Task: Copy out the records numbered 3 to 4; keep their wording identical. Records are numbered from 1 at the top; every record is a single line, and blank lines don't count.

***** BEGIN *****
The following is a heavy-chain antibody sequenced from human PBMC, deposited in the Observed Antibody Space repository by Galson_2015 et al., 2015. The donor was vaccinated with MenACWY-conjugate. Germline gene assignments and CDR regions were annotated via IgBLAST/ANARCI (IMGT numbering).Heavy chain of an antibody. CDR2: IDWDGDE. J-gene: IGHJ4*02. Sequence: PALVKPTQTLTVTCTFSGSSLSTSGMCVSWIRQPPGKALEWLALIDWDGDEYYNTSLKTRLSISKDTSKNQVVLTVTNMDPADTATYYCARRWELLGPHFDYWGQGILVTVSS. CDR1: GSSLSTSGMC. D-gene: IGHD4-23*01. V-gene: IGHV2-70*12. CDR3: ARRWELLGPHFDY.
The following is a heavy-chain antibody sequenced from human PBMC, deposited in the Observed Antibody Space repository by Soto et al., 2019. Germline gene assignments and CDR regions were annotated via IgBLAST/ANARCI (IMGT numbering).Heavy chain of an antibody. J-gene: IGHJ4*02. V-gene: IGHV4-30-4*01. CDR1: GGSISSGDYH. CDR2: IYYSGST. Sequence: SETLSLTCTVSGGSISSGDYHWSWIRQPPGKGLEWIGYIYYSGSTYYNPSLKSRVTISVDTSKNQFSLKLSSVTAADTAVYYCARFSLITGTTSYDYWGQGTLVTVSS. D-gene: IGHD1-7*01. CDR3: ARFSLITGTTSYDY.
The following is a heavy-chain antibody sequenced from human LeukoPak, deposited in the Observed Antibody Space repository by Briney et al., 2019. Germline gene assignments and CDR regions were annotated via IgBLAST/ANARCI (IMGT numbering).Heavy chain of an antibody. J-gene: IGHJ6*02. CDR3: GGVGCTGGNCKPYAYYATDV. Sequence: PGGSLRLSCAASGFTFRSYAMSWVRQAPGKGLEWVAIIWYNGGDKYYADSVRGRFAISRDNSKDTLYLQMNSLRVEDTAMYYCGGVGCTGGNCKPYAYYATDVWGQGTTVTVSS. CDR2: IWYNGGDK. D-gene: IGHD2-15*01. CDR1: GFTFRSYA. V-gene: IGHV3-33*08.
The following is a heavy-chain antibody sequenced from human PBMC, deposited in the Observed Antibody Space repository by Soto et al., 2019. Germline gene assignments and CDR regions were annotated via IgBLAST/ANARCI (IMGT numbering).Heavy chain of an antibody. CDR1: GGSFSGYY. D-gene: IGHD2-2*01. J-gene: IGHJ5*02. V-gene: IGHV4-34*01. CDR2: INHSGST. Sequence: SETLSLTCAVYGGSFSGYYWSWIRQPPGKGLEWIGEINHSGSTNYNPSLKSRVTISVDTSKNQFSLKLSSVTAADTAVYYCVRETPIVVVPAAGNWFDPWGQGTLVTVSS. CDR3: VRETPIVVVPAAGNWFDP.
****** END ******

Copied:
The following is a heavy-chain antibody sequenced from human LeukoPak, deposited in the Observed Antibody Space repository by Briney et al., 2019. Germline gene assignments and CDR regions were annotated via IgBLAST/ANARCI (IMGT numbering).Heavy chain of an antibody. J-gene: IGHJ6*02. CDR3: GGVGCTGGNCKPYAYYATDV. Sequence: PGGSLRLSCAASGFTFRSYAMSWVRQAPGKGLEWVAIIWYNGGDKYYADSVRGRFAISRDNSKDTLYLQMNSLRVEDTAMYYCGGVGCTGGNCKPYAYYATDVWGQGTTVTVSS. CDR2: IWYNGGDK. D-gene: IGHD2-15*01. CDR1: GFTFRSYA. V-gene: IGHV3-33*08.
The following is a heavy-chain antibody sequenced from human PBMC, deposited in the Observed Antibody Space repository by Soto et al., 2019. Germline gene assignments and CDR regions were annotated via IgBLAST/ANARCI (IMGT numbering).Heavy chain of an antibody. CDR1: GGSFSGYY. D-gene: IGHD2-2*01. J-gene: IGHJ5*02. V-gene: IGHV4-34*01. CDR2: INHSGST. Sequence: SETLSLTCAVYGGSFSGYYWSWIRQPPGKGLEWIGEINHSGSTNYNPSLKSRVTISVDTSKNQFSLKLSSVTAADTAVYYCVRETPIVVVPAAGNWFDPWGQGTLVTVSS. CDR3: VRETPIVVVPAAGNWFDP.